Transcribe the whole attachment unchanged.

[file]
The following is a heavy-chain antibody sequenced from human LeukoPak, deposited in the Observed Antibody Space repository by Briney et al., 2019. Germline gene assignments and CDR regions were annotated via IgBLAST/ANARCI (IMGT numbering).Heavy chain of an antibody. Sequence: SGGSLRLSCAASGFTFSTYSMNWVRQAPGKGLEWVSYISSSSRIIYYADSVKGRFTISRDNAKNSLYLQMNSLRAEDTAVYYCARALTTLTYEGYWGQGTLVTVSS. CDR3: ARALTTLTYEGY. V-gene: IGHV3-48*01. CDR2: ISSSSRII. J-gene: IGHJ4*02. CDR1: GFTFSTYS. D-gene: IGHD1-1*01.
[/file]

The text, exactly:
The following is a heavy-chain antibody sequenced from human LeukoPak, deposited in the Observed Antibody Space repository by Briney et al., 2019. Germline gene assignments and CDR regions were annotated via IgBLAST/ANARCI (IMGT numbering).Heavy chain of an antibody. Sequence: SGGSLRLSCAASGFTFSTYSMNWVRQAPGKGLEWVSYISSSSRIIYYADSVKGRFTISRDNAKNSLYLQMNSLRAEDTAVYYCARALTTLTYEGYWGQGTLVTVSS. CDR3: ARALTTLTYEGY. V-gene: IGHV3-48*01. CDR2: ISSSSRII. J-gene: IGHJ4*02. CDR1: GFTFSTYS. D-gene: IGHD1-1*01.